Botanical Name: Boswellia Thurifera and Boswellia Serrata Indian
Family Name: Burseraceae
Common Name: Olibanum
Part used: Gum or Resin
Specific Gravity: 0.844 - 0.849 at 72°F
Optical Rotation: 17.0 to −10.0°
Refractive Index: 1.465 - 1.469 at 72°F
Blends Well With: Myrrh, Pine, Lavender
Uses: The oil is extensively researched for its ability to increase human growth hormone production and is currently used in European and American hospitals.
This oil is used in skin care conditions.
Countries where it's found
The tree is native to the Middle East and Europe. It is also found in India, Southern Arabia, and North Africa.
The trees start producing resins after 8 to 10 years of plantation. The resins are harvested depending on the climate and soil. Most resins are harvested from trees found in southern Arabia. The trees are harvested twice a year preferably from January to March and again from August to October.
History of the Plant
The tree is prized equal to gold and till date there are 25 known species. It was introduced by Frankish Crusaders to Europe. Frankincense has been traded for more than 5000 years and the term is derived from French term “franc encens" meaning high quality incense.
The resin is distilled either by carbon dioxide or steam. The yield is about 3–10 percent. The oil is light yellow to green in color, slightly viscous with medium, woody aroma.
Commonly known Benefits
Documents dating back to 1500 B.C. have recorded the use of frankincense oil by ancient priests and physicians to treat illness and disease.
The oil contains certain compounds called as sesquiterpenes that stimulate the limbic system, vital glands, and the brain center.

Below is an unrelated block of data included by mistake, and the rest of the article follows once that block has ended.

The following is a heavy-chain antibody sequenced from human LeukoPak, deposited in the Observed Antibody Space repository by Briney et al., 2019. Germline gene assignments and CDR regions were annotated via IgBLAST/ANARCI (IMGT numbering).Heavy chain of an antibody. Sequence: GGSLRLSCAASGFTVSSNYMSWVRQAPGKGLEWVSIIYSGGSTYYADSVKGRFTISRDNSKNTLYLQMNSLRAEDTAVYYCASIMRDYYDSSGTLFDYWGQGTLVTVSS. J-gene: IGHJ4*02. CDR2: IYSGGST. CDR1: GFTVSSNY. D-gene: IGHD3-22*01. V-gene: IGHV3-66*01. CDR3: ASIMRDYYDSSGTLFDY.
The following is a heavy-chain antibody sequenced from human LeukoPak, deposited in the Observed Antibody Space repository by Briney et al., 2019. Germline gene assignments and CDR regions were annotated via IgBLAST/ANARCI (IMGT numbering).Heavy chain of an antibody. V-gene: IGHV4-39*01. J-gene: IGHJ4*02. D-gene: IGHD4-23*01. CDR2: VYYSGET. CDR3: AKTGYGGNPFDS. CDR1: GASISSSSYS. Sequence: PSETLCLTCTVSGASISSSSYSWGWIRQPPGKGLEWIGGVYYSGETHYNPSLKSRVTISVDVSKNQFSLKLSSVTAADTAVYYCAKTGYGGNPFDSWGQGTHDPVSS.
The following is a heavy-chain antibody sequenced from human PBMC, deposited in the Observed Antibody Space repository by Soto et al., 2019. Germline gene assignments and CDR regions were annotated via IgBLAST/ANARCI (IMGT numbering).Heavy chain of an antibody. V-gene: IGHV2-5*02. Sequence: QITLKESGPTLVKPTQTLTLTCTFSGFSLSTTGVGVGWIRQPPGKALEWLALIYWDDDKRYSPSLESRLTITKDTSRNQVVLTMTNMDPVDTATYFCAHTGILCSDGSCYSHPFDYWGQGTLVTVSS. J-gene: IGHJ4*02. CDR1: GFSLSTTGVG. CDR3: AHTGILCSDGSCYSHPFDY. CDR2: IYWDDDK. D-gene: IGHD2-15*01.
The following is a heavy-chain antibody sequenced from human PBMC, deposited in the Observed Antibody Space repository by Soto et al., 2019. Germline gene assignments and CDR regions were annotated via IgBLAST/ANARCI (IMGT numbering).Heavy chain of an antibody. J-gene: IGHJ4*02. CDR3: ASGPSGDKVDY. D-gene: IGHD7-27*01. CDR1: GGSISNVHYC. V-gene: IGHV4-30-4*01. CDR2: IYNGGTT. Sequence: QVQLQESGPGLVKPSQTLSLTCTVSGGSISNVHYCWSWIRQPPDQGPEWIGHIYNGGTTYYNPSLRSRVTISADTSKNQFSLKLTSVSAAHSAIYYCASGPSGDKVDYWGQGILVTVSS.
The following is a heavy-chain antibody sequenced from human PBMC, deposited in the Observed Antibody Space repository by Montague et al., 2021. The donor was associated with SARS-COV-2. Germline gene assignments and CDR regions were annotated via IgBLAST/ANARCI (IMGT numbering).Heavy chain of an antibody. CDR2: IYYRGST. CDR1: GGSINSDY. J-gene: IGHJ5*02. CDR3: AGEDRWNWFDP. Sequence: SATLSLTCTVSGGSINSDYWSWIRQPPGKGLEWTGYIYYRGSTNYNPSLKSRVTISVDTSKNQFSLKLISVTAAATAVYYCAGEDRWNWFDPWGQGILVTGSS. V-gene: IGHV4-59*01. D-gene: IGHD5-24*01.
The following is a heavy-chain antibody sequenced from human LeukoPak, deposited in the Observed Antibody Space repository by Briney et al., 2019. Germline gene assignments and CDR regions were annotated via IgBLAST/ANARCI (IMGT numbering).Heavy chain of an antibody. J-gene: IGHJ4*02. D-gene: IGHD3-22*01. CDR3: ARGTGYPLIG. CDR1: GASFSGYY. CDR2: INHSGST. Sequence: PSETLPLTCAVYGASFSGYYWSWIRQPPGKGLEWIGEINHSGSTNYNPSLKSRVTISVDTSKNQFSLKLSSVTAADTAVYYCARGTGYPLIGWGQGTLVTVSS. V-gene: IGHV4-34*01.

Ancient Egyptians used the oil as a part of face mask.
Its antiseptic and disinfectant properties benefits cuts, bruises, wounds, and dry skin.
The essential oil of Frankincense can be diluted in baths to relieve poor blood circulation, exhaustion, and chilliness.
The oil treats respiratory conditions such as mucus congestion, bronchitis, asthma, and catarrh.
Frankincense oil is used for skin care conditions such acne, dermatitis, and psoriasis.
The compounds in the oil support the production of white blood cells and boost the immune system.
A study conducted by the University of Maryland and Japanese researchers has determined that the oil has anti-inflammatory properties. Boswellic acid in the oil is used in the treatment of inflammatory conditions today.
One of the important properties of the oil is it acts as a cicatrisant. This property is beneficial in reducing marks and scars associated with boils, acne, pox, and surgery and stretch marks associated with pregnancy.
The oil is considered a good tonic for the nervous system because of its sedative properties.
The therapeutic properties of the oil include vulnerary, carminative, uterine, expectorant, diuretic, astringent, and digestive.
The oil is used in perfumery, incense, room fragrance, and spiritual applications.
Aromatherapy uses the oil for its meditative qualities.
The oil is added to skin cream lotion and bases to reduce oil, rejuvenate mature skin, and to heal ulcers and sores.
Medicative Uses and Action ---The plant has stimulating agent and is in the use for ages. Even the great Pliny, has termed this plant as the best antidotes against hemlocks. Long back in tenth century, Avicenna suggests it against maladies like ulcers, tumors, dysentery, fevers and vomiting. Ancient Chinese used it against leprosy.
It is mainly used nowadays for manufacturing pastilles and incense. It is greatly used in plasters and also as the substitute for plants like Balsam of Peru, It is found that the inhaling of its steam can reduce laryngitis and bronchitis.
Jews used to it use is as ceremonial incense as it was one of the main part of the “four sweet scents" mentioned in Jews myths. It also finds its mention in the Pentateuch. In early times, frankincense was included in meetings and served with the shew-bread on the Sabbath occasions. Along with the other spices, this was also amassed in the great chamber of House of God!
However, frankincense was pretty common in Greek Lifestyles but was not the exclusive auspicious scent to be served to their gods. Romans not only used this fragrant plant for religious occasion but in their usual day to day lives.